(...)You will not forgive me, if I do not say something of Hanover; I cannot tell you that the town is either large or magnificent. The opera house, which was built by the late elector, is much finer than that of Vienna. I was very sorry that the ill weather did not permit me to see Hernhausen in all its beauty; but in spite of the snow, I thought the gardens very fine. I was particularly surprised at the vast number of orange trees, much larger than any I have ever seen in England, though this climate is certainly colder. But I had more reason to wonder that night at the king's table, to see a present from a gentleman of this country, of two large baskets full of ripe oranges and lemons of different sorts, many of which were quite new to me; and what I thought worth all the rest, two ripe ananasses, which, to my taste, are a fruit perfectly delicious. You know they are naturally the growth of Brazil, and I could not imagine how they came here, but by enchantment.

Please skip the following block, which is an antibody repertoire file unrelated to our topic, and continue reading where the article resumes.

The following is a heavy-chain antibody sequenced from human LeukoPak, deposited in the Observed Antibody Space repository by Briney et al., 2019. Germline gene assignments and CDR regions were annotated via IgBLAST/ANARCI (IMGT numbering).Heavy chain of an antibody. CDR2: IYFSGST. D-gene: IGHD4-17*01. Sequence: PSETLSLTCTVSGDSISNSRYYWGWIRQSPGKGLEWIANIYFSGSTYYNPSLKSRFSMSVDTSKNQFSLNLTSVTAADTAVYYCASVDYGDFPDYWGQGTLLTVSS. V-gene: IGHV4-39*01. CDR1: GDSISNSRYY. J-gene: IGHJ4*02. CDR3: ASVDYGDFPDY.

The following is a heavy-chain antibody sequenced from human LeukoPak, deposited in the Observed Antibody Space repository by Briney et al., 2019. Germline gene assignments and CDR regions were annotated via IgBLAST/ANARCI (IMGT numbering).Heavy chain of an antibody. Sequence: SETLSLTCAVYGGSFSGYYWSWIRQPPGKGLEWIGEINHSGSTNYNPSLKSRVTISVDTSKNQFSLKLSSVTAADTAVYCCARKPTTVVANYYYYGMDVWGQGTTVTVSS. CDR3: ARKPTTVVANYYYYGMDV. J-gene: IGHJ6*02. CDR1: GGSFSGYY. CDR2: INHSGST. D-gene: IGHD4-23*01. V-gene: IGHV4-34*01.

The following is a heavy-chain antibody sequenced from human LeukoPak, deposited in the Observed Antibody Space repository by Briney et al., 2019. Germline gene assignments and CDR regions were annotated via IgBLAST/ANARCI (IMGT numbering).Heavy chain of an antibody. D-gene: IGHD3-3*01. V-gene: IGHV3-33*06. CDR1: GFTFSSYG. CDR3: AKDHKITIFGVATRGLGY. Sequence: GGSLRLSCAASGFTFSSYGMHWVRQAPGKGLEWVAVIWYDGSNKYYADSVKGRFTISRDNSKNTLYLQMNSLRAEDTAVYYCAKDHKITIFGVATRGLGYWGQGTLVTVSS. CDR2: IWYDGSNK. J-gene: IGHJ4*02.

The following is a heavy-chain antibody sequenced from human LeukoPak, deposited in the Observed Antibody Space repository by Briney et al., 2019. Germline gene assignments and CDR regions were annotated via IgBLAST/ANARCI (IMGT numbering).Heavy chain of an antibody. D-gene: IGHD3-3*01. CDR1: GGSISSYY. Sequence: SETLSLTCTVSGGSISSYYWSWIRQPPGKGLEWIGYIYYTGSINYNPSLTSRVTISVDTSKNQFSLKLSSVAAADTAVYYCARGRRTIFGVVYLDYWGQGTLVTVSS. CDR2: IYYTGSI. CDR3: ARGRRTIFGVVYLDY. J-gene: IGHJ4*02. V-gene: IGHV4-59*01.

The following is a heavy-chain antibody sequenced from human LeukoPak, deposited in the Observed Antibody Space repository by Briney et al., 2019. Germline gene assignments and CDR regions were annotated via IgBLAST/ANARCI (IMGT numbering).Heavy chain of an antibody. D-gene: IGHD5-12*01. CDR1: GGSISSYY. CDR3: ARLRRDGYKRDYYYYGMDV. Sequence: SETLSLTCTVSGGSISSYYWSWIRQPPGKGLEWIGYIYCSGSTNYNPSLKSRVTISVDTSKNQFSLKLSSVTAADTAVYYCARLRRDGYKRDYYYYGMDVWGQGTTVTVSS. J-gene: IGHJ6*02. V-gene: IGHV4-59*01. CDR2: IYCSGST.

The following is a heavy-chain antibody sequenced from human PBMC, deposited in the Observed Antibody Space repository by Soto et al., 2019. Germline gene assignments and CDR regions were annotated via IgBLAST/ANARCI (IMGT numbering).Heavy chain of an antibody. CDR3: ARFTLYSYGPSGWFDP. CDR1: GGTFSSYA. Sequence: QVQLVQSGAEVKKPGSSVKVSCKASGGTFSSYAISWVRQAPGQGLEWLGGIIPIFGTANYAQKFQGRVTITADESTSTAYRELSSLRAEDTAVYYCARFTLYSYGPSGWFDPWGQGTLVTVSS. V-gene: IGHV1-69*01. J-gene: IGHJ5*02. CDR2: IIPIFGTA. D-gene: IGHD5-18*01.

By Mary Wortley Montagu, from a letter written to her sister Frances Pierrepont from Blankenburg, october 1716
What, I ask, more painfully embodies the illusory, unfulfillable promise of mobility than our titanic daily tussle with cables? The bloody things drive me absolutely bonkers: the cable on my TV, the cable to my smartphone, the cable to my laptop charger, always tangling up with the wires from which I hang my glasses, my headphones, my ever-changing collection of necklaces. No wonder the ancient sculpture of Laocoon and his writhing sons being attacked by a sea serpent remains so perennially topical, contemporary even: cables conjure the mirage of movement, yet forever keep us chained in place. We´re never going to get anywhere all tangled up in these so-called power cords.
By Goshka Macuga, from web-page of GONOGO, a proposal for Fourth Plinth, 2021